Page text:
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Generate electricity one step at a time with Piezoelectricity

As the world’s demand for energy continues to increase, we know how important it is to develop and utilize alternative and sustainable methods of energy production. You may already be quite familiar with green energy sources or alternative energies such as hydroelectric power, wind power, biomass energy, or solar power, but did you know that there are many more opportunities for electricity generation?

In fact, something as simple as walking can generate electricity! According to the first law of thermodynamics, the Law of Conservation of Energy, energy can be neither created or destroyed; energy can only be transferred or changed from one form to another. Therefore, the mechanical energy that is produced with each of our footsteps can actually be harvested and converted to electricity! Pretty incredible right?

How is this possible?

The energy produced by our footsteps can be converted to electricity through the piezoelectric effect. The piezoelectric effect is the ability of certain materials to generate an electric charge in response to applied mechanical stress.

When a piezoelectric material is placed under mechanical stress (in other words, physical pressure is applied), positive and negative charge centres (electrons) within the material shift and are displaced, resulting in the creation of an external electrical field. The most commonly used piezoelectric materials are ceramics such as lead zirconate titanate, barium titanate, and lead titanate.

This piezoelectric energy can then be stored for later use. This is a form of energy harvesting, the process of capturing wasted energy from naturally occurring energy sources and accumulating and storing it for future use. Isn’t it neat that such a simple everyday action such as walking provides enough pressure to generate electricity?!

Creating floor tiles out of piezoelectric materials is a great way to ensure the capture and storage of electrical energy!

Power generating floors in a Japanese train station

Piezoelectric power mats have been successfully integrated into the popular Japanese Shibuya train station in order to create self-generating energy. The mat, which is 90 square centimetres and 2.5 centimeters thick, is placed just outside the train station where millions of people pass through. In fact, it is estimated that approximately 2.4 million people pass through the Shibuya Station every day!

Each time a person who weighs approximately 135 lbs steps on the mat, 0.1 watts are generated. When you take into account the overall weight and number of people stepping on the mat in a single day, that’s enough energy to light up a holiday light display on the station’s wall, as well as an LED board that updates the total amount of electricity created in real time.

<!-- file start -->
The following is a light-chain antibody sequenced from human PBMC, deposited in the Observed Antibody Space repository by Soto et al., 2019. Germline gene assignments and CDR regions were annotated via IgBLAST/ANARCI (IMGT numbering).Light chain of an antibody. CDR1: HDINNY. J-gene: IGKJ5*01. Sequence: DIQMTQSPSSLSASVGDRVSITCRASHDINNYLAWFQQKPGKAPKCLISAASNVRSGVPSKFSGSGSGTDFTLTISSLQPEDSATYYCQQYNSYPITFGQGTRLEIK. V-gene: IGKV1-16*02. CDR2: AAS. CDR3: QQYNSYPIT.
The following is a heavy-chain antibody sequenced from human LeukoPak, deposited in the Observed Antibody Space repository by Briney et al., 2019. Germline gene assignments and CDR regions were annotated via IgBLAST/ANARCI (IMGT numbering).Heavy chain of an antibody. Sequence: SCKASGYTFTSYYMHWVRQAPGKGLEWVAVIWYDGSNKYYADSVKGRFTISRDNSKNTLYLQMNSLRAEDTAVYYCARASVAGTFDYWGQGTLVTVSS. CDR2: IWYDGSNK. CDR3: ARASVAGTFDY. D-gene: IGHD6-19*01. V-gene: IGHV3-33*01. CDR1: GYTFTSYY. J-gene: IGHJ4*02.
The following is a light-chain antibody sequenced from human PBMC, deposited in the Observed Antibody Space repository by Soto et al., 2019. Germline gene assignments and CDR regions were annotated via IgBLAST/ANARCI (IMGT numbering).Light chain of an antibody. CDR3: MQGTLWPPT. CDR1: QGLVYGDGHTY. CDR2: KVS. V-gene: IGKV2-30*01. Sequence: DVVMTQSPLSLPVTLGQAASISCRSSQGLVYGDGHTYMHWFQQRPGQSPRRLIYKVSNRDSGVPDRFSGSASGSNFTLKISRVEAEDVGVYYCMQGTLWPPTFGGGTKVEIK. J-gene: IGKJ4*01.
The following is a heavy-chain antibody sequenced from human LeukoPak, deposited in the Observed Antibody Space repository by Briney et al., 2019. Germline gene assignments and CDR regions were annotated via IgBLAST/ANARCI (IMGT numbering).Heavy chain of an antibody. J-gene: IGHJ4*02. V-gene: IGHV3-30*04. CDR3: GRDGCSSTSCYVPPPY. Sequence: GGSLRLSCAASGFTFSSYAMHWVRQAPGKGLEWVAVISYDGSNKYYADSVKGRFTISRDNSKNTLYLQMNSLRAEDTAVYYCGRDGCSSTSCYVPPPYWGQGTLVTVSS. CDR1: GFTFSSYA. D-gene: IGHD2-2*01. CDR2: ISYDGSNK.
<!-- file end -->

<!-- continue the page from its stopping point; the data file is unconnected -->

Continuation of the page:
It is important that this kind of technology is utilized in highly populated locations that generate lots of pedestrian traffic, as you can imagine that a remote location such as a seldom-used footbridge in the countryside wouldn’t generate enough energy to be useful at all!

Piezoelectric tiles at NASA plaza

Visitors to NASA’s Kennedy Space Centre are greeted by a large high-tech path made up of piezoelectric tiles which not only generate electricity, but also absorb solar energy and emit Wi-Fi signals.

The 1,000 tiles are spread across 40,000 square feet, forming mosaic images of Earth, Mars, the Moon and the International Space Station. Within each of the tiles are circuit boards, solar panels, a battery, LEDs, a Bluetooth and Wi-Fi transmitter, and a piezoelectric element.

When the glass tiles are stepped on, the piezoelectric element is compressed, creating an electrical charge that lights up the LED lights within the tile and powers the Bluetooth or Wi-Fi signal which provides visitors' phones with educational and wayfinding information.

The aim of this project is to showcase “smart city” applications of the technologies used in the tile. Although the piezoelectric tiles at the NASA Kennedy Space Centre are quite flashy, this technology can also be used more practically. For example, the electricity produced by piezoelectric tiles on sidewalks or plazas can be used to power streetlights or electronic bus schedules and signs.

While I am not a fan of believing that technology alone will get us out of the climate crisis, there are some interesting solutions like piezoelectricity. In a time where it is critical to move away from fossil fuels and invest in renewable energy, we need to be creative with our green energy solutions. Piezoelectricity generation just might be a practical approach to help fuel our most populous cities.

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